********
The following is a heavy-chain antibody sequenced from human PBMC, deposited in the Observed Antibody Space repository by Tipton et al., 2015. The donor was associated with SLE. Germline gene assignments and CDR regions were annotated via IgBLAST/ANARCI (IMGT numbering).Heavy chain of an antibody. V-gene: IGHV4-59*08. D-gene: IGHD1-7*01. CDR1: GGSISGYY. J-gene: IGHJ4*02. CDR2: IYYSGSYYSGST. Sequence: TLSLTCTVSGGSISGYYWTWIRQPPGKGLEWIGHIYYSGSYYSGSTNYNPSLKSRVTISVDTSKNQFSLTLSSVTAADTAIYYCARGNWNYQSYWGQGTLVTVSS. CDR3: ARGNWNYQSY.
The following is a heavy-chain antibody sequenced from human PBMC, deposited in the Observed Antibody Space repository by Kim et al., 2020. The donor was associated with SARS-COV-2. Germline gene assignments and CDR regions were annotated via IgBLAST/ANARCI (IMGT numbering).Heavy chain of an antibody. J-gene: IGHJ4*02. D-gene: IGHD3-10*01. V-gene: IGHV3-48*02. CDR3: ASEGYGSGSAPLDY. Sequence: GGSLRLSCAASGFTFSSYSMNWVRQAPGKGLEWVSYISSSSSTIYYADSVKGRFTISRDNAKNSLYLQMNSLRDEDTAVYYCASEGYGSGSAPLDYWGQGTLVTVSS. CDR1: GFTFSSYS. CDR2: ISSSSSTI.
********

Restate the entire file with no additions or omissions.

The following is a heavy-chain antibody sequenced from human PBMC, deposited in the Observed Antibody Space repository by Tipton et al., 2015. The donor was associated with SLE. Germline gene assignments and CDR regions were annotated via IgBLAST/ANARCI (IMGT numbering).Heavy chain of an antibody. V-gene: IGHV4-59*08. D-gene: IGHD1-7*01. CDR1: GGSISGYY. J-gene: IGHJ4*02. CDR2: IYYSGSYYSGST. Sequence: TLSLTCTVSGGSISGYYWTWIRQPPGKGLEWIGHIYYSGSYYSGSTNYNPSLKSRVTISVDTSKNQFSLTLSSVTAADTAIYYCARGNWNYQSYWGQGTLVTVSS. CDR3: ARGNWNYQSY.
The following is a heavy-chain antibody sequenced from human PBMC, deposited in the Observed Antibody Space repository by Kim et al., 2020. The donor was associated with SARS-COV-2. Germline gene assignments and CDR regions were annotated via IgBLAST/ANARCI (IMGT numbering).Heavy chain of an antibody. J-gene: IGHJ4*02. D-gene: IGHD3-10*01. V-gene: IGHV3-48*02. CDR3: ASEGYGSGSAPLDY. Sequence: GGSLRLSCAASGFTFSSYSMNWVRQAPGKGLEWVSYISSSSSTIYYADSVKGRFTISRDNAKNSLYLQMNSLRDEDTAVYYCASEGYGSGSAPLDYWGQGTLVTVSS. CDR1: GFTFSSYS. CDR2: ISSSSSTI.